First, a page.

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stg: interview with hubbard street artistic director

Glenn Edgerton
(photo from HSDC website)

Although he’s just a few months into his tenure as artistic director of Hubbard Street Dance Chicago, and he’s on tour with the company (they performed in Denver on Tuesday, and are here in Seattle on Friday…see posting below), Glenn Edgerton took some time to answer a few questions for SeattleDances.

SeattleDances: Can you tell me about the dancers of Hubbard Street Dance Chicago? (Articles so often focus on a work or a choreographer; I haven’t seen much written about your dancers’ qualities.) Besides their versatility and dedication, how would you describe their special (group or individual) qualities?
Glenn Edgerton:
Our dancers are amazing. They are physically talented and adept to changing styles from one choreographer to the next, but what I truly thrill about them is their open-mindedness. They have a great sense of creativity that lends itself to a richer experience with a choreographer.

SD: What do you think will be some of the legacies of former artistic director Jim Vincent, who I understand left Hubbard Street earlier this year?
GE: Jim’s time with HSDC has been one of setting up collaborations. He secured an ongoing connection with the Chicago Symphony Orchestra and, as well, we currently having a residency with Art Institute of Chicago. A few years ago the company worked with the Illinois Institute of Technology. These kinds of projects make the company uniquely innovative.

SD: Did he share any of his hopes for the company with you? If so, what were they and can you agree with them?
GE: Jim was very generous in handing over the company to me and he did not stipulate any hopes, but more importantly I feel grateful he put his trust in me to carry it forward.

SD: What are some of your own goals or visions for the company?
GE: The making of new work is imperative. Through new creations, the dancers develop their skill of collaborating with choreographers, which enhances their performance experience by having a part of them built into the work. This aspect to the company will continue as a mission of mine, as will continuing and cultivating collaborations for further unique projects. I also am adamant to bring the finest experience imaginable to the dancers so that the process of preparing works is inspiring. To put my overall vision in a few words: I want to make Hubbard Street the most innovative and exciting dance company in the world.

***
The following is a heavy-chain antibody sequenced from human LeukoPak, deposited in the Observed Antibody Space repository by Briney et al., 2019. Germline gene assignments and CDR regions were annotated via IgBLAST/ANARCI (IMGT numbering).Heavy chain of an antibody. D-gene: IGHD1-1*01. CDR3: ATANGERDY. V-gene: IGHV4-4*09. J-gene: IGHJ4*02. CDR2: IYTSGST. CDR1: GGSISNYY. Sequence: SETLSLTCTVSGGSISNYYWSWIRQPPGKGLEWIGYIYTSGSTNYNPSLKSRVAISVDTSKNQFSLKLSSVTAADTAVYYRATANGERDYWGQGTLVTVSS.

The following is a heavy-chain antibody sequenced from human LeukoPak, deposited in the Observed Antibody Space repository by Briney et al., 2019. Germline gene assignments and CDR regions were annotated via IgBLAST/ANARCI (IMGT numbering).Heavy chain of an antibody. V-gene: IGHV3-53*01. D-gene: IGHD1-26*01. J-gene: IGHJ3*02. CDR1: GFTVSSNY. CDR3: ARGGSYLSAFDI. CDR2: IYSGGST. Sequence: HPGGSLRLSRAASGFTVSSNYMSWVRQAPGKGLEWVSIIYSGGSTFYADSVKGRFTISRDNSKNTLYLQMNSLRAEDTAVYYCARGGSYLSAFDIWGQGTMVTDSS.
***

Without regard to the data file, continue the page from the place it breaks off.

SD: Will you bring anything with you from your time performing at the Joffrey Ballet?
GE: I bring with me the enthusiasm and the creative spirit to inspire dancers and audiences and also for finding new choreographers. Mr. Joffrey was legendary [for his ability] to present choreographers before they were made famous, for example Twyla Tharp and Bill Forsythe to name just two. I believe I bring the creative sensibility that I learned from Mr. Joffrey over my eleven year span with them.

SD: How about from your time at Nederlands Dans Theater [where he danced for five years and served as artistic director for 10 years]?
GE: I had the great fortune to work closely with Jirí Kylián; he taught me so many things it is hard to pinpoint, but perhaps the level of imagery that enriches any work is an important factor to mention. That fundamental base of presenting a work through imagery brings a whole other level of emotion to a performance.

SD: Can you apply anything you might have learned directing the Colburn Dance Institute in LA [2006–2008]?
GE: I learned the business aspect to dance much more with the Colburn School than I did anywhere else. Because we were building a program from its infancy stage, it was a worthwhile experience. My time with the Colburn helps tremendously, since Hubbard Street has the Lou Conte Dance Studio and an extensive education program which is all part of our institution.

Alejandro Cerrudo
(photo from HSDC website)

Alejandro Cerrudo, your resident choreographer, choreographed “Lickety-Split,” which we’ll be seeing in Seattle. Can you tell us what you like about this piece in particular and about Cerrudo’s work in general?

GE: I’m continually impressed with Alejandro’s work. The warmth that is evoked in “Lickety Split” is very special. I also appreciate that all three works that he has choreographed for the company have a completely different atmosphere. Each one is unique in itself which makes it clear to me that Alejandro will have quite a prolific career as a choreographer.

SD: Jorma Elo just choreographed “Bitter Suite” on Hubbard Street Dance Chicago. His work is new to many of us in Seattle. What will we see in “Bitter Suite” that identifies it as a Jorma Elo piece? And, what do you like about this piece?
GE: Jorma’s background is evident to me in his works and is also obvious to me with “Bitter Suite.” He was a dancer for the Finnish National Ballet, Cullberg Ballet, and Netherlands Dance Theater. Consequently, the profiles of these three companies are diverse and you see all of these elements in his work. You have a mix of fierce ballet technique together with modern movements and a profound sense of humanity as well. I like this work for all those reasons but it also has a very dry sense of humor underlying the piece.

SD: What kind of words would you want to hear in an audience poll after a touring show?
GE: That was amazing. I never knew dance could be so powerful, beautiful and emotionally riveting.